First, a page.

New finding by researchers show molecular connection between chronic inflammation and DNA methylation, a process that shuts down cancer-fighting genes, which could eventually pave the way for better combination therapies for treating and preventing colorectal cancer.
In animal experiments, scientists at The University of Texas MD Anderson Cancer Center found that prostaglandin E2, a chemical that promotes inflammation, accelerates the development of colorectal cancer by shutting down genes that suppress tumours and repair damaged DNA.
AdvertisementThey also found that while either an anti-inflammatory drug or a demethylating agent reduced the size and number of tumours in mice with colorectal cancer, the most powerful response occurred when both drugs were used together.
"We've known that chronic inflammation increases the risk of developing cancer and progression of disease," said senior author Raymond DuBois, M.D., Ph.D., provost and executive vice president at MD Anderson.
"We've also known that tumor-suppressing genes are silenced in human colorectal cancer. However, nobody had made a molecular connection between these inflammatory mediators and changes in gene expression or silencing of genes through affects on DNA methylation."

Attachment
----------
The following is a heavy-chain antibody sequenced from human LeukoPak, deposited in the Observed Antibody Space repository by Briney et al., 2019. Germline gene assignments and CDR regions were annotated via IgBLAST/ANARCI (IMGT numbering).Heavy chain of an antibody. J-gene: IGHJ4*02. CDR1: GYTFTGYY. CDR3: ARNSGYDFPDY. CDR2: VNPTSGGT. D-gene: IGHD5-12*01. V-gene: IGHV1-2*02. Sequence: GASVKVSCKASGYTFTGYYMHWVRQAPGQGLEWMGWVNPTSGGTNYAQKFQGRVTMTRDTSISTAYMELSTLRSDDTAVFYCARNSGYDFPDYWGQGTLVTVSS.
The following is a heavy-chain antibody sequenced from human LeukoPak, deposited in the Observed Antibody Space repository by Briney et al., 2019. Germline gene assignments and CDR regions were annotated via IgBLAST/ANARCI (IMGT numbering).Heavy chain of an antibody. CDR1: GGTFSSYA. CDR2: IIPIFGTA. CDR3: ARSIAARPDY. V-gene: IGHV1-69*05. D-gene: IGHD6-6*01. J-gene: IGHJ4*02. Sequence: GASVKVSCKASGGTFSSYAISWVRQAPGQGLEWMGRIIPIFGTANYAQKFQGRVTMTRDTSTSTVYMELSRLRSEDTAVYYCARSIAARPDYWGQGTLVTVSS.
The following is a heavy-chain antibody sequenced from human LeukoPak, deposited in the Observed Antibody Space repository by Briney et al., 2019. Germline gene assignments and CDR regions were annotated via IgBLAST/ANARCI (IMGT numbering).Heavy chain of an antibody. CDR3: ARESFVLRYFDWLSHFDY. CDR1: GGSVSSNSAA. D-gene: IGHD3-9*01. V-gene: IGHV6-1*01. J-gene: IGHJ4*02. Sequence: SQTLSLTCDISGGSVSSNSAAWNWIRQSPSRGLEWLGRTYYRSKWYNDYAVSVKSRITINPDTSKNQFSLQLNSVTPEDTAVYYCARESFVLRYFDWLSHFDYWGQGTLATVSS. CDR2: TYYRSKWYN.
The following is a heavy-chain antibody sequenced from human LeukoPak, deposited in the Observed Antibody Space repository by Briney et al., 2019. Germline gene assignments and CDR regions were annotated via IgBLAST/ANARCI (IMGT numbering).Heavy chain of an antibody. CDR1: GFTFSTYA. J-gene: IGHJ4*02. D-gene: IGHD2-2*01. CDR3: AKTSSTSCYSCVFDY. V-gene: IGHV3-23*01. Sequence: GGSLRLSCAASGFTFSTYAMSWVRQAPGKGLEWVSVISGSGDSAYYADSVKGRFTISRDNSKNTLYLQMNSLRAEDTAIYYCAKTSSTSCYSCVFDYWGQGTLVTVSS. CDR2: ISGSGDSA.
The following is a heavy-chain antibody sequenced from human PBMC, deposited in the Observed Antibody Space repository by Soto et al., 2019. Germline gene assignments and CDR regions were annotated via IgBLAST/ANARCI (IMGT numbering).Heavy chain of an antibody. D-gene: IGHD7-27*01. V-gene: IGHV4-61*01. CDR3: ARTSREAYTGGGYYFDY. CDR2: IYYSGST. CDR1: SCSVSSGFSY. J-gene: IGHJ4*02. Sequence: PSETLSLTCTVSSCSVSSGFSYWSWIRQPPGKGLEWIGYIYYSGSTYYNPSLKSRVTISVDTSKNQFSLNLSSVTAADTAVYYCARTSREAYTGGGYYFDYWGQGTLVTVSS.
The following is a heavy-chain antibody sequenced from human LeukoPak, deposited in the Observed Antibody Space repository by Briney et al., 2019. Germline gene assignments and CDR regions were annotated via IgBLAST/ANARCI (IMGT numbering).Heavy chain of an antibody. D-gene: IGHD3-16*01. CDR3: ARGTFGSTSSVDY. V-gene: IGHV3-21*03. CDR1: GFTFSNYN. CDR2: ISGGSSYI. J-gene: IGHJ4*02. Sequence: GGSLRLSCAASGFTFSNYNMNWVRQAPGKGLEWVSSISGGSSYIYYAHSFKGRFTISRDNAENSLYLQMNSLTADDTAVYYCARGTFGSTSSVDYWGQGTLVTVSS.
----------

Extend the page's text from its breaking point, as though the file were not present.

The two drugs used in the animal experiments - the anti-inflammatory agent celecoxib (known commercially as Celebrex) and the demethylating agent azacitidine (Vidaza) - are both approved for human use.
"One potential application of our research would be a clinical trial for patients who are at extremely high risk for developing colorectal cancer, such as those with a genetic predisposition, to see if treatment with these agents would decrease their risk," DuBois said.
"These mouse studies make us optimistic that we can extrapolate our data to help treat humans.
"Improved understanding of PGE2's roles in cancer progression and the regulation of DNA methylation may provide the basis for developing combination therapy to treat targeted groups of patients, and to prevent cancer from occurring or recurring in high-risk groups," DuBois added.
The study has been recently published in the advance online publication of the journal Nature Medicine.
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